A duplication of symptoms is generally a sign you are in the right spot.
Nerves are stringy strings that run through, in between and next to muscles, tendons, ligaments and fascia. Ideally, these nerves slide smoothly relative to these tissues. When there is a tightness, limitation, or adhesions in that surrounding tissue, it can compress or ‘tug’ on the nerve. This creates friction and can cause a compression or irritation of the nerve.
When there is a mechanical compression of a nerve, it can also compress the internal blood vessels of a nerve. This leads to a decrease of oxygen and nutrients in the distal part of the nerve and you will start to develop symptoms after a while. That is often why these type of issues can start at one spot and then spread out over the entire arm or leg.
A nerve entrapment can cause a variety of symptoms like tingling, numbness, muscle weakness, burning, ache, electric shock pain, hypersensitivity and/or circulatory changes. It is surprising to see how much nerve entrapments are influencing ‘regular’ injuries. Most people know carpal tunnel syndrome, sciatica or hernia’s. However, throughout the body there are over 92 common spots where nerves can get entrapped and cause issues. It is always a good idea to check the nerves too.
It always surprises me how well you can locate nerves (and entrapments) if you know what to look for. Being able to find, assess and address neural movement is one of the perks of being a Active Release Techniques provider.
Our first contact was over the phone and I advised her to start doing nerve flossing for the ulnar nerve (see the video). In the 10 days between our first contact and the first session in the clinic, her symptoms already decreased with about 40% because of the nerve flossing.
Our go-to treatment modality for a nerve entrapment like this is Active Release Techniques (ART). With ART it is possible to identify nerve entrapment sites and then improve the relative movement between nerves and the adjacent tissue until the entrapment is resolved.
Combined with the ART treatment we gave her some nerve flossing exercises, and mobility exercises for her elbow, wrist and forearm.
In this case we’ve had 6 sessions spread over 12 weeks. After the 6 sessions less than 5% of the issue remained. She still felt it sometimes, but that went away after a few exercises. Also her clicking wrist disappeared.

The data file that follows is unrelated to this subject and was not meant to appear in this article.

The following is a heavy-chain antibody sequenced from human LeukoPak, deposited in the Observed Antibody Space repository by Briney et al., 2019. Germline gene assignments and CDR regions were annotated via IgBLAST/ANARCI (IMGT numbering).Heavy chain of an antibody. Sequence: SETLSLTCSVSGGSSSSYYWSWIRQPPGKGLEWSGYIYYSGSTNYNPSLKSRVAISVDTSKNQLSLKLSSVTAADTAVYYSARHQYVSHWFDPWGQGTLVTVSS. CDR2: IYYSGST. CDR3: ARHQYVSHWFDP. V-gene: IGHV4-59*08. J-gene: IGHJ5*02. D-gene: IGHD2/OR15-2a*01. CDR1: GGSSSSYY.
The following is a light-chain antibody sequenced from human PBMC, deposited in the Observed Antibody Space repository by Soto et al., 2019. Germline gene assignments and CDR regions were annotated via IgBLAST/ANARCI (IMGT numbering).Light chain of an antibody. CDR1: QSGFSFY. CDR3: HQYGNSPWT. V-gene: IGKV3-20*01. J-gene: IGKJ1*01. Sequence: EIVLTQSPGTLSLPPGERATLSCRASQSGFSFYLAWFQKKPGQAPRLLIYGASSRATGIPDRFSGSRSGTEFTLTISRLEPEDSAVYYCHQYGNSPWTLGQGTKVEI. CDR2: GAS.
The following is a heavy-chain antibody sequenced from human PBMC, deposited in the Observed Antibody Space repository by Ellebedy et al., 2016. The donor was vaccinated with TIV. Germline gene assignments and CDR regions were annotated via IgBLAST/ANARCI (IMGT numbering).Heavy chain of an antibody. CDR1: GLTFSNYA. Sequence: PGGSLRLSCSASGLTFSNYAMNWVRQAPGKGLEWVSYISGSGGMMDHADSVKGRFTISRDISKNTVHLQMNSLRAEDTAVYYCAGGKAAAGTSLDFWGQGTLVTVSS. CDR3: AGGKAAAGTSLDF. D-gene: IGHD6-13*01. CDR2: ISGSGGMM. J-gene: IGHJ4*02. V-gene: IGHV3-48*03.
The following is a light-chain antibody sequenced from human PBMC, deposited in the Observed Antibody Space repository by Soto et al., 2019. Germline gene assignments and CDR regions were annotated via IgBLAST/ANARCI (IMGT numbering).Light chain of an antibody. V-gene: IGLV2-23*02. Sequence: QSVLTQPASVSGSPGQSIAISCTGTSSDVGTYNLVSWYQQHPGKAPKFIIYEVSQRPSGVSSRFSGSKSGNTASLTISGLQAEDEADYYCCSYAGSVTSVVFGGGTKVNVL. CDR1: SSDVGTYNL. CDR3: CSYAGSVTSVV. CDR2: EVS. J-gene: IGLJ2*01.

Most importantly, she was able to do her job without limitations. Suffice to say we were both very happy with the results.
Other considerations with Nerve entrapments
- Important to remember with nerve issues is that they react different and slower than muscles. When there is a ‘simple’ nerve entrapment, it can often be resolved quite fast. When there is an irritation and inflammation of the nervous tissue, the nerve starts its own healing once the entrapment is resolved, The healing of a nerve takes more time compared to a muscle for example. This has to do with circulation. Muscles have a lot more blood flow compared to nerve tissue. The more blood flow, the more oxygen and nutrients are available for healing and vice versa. That is why (chronic) nerve entrapments can take some time to resolve.
- Where you feel the pain is probably not where the actual issue is. The actual cause is often one or two joint above where you feel the nerve symptoms.
- Foam rolling is a very common thing people do when they have an injury. Although it might give some relief with ‘regular’ muscle injuries, it can actually aggrevate a nerve entrapment. Foam rolling compresses the tissue even further and that is not something you want to do.
- Also stretching should be done carefully. While muscles react well to stretching because of the muscle filaments that are designed to shorten or lengthen, nerves don’t have that. It is okay to elongate a nerve, but you don’t want to forcefully stretch a nerve. It will just cause irritation. That is why flossing is advised in the initial phase.
- Use medication wisely. Medication is a great short term solution to help with (severe) pain, but in my opinion it shouldn’t be your long term solution. Besides treatment like Active Release Techniques, improving your lifestyle, fitness, sleep and nutrition often leads to less pain, an increased quality of life and more energy.